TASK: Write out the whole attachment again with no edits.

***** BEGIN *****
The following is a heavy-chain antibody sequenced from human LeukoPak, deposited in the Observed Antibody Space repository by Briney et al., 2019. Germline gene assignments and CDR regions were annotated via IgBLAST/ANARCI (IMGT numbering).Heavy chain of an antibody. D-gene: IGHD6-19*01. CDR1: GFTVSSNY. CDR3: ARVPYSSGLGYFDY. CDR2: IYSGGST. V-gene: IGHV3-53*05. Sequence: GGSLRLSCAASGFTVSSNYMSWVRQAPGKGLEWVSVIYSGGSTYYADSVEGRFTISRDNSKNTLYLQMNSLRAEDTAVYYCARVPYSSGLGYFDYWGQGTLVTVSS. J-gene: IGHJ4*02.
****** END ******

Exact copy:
The following is a heavy-chain antibody sequenced from human LeukoPak, deposited in the Observed Antibody Space repository by Briney et al., 2019. Germline gene assignments and CDR regions were annotated via IgBLAST/ANARCI (IMGT numbering).Heavy chain of an antibody. D-gene: IGHD6-19*01. CDR1: GFTVSSNY. CDR3: ARVPYSSGLGYFDY. CDR2: IYSGGST. V-gene: IGHV3-53*05. Sequence: GGSLRLSCAASGFTVSSNYMSWVRQAPGKGLEWVSVIYSGGSTYYADSVEGRFTISRDNSKNTLYLQMNSLRAEDTAVYYCARVPYSSGLGYFDYWGQGTLVTVSS. J-gene: IGHJ4*02.